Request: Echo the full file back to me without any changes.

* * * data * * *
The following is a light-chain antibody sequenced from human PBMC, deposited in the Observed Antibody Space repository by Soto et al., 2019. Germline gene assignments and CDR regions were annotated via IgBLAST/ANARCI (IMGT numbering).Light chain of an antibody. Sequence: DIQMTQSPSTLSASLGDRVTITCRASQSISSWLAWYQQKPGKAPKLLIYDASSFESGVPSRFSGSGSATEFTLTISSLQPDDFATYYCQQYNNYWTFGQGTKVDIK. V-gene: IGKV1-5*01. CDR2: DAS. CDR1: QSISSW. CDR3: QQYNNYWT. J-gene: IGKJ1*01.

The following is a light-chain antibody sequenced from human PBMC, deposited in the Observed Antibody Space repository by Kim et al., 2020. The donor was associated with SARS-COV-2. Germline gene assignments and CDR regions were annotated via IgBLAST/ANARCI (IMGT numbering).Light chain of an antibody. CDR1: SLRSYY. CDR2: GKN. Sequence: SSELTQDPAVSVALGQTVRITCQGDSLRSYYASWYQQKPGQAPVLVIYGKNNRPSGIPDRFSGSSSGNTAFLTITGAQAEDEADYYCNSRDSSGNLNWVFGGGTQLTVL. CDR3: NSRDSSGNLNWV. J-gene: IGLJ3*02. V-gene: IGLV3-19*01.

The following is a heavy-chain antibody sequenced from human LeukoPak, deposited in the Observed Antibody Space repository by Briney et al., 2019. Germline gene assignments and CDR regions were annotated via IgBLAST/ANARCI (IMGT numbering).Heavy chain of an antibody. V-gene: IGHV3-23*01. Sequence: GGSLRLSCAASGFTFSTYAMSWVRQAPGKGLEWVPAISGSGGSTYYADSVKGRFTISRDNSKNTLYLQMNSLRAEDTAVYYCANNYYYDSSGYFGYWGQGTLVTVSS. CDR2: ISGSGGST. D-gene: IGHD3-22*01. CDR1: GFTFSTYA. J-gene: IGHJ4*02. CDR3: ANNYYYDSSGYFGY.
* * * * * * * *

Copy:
The following is a light-chain antibody sequenced from human PBMC, deposited in the Observed Antibody Space repository by Soto et al., 2019. Germline gene assignments and CDR regions were annotated via IgBLAST/ANARCI (IMGT numbering).Light chain of an antibody. Sequence: DIQMTQSPSTLSASLGDRVTITCRASQSISSWLAWYQQKPGKAPKLLIYDASSFESGVPSRFSGSGSATEFTLTISSLQPDDFATYYCQQYNNYWTFGQGTKVDIK. V-gene: IGKV1-5*01. CDR2: DAS. CDR1: QSISSW. CDR3: QQYNNYWT. J-gene: IGKJ1*01.

The following is a light-chain antibody sequenced from human PBMC, deposited in the Observed Antibody Space repository by Kim et al., 2020. The donor was associated with SARS-COV-2. Germline gene assignments and CDR regions were annotated via IgBLAST/ANARCI (IMGT numbering).Light chain of an antibody. CDR1: SLRSYY. CDR2: GKN. Sequence: SSELTQDPAVSVALGQTVRITCQGDSLRSYYASWYQQKPGQAPVLVIYGKNNRPSGIPDRFSGSSSGNTAFLTITGAQAEDEADYYCNSRDSSGNLNWVFGGGTQLTVL. CDR3: NSRDSSGNLNWV. J-gene: IGLJ3*02. V-gene: IGLV3-19*01.

The following is a heavy-chain antibody sequenced from human LeukoPak, deposited in the Observed Antibody Space repository by Briney et al., 2019. Germline gene assignments and CDR regions were annotated via IgBLAST/ANARCI (IMGT numbering).Heavy chain of an antibody. V-gene: IGHV3-23*01. Sequence: GGSLRLSCAASGFTFSTYAMSWVRQAPGKGLEWVPAISGSGGSTYYADSVKGRFTISRDNSKNTLYLQMNSLRAEDTAVYYCANNYYYDSSGYFGYWGQGTLVTVSS. CDR2: ISGSGGST. D-gene: IGHD3-22*01. CDR1: GFTFSTYA. J-gene: IGHJ4*02. CDR3: ANNYYYDSSGYFGY.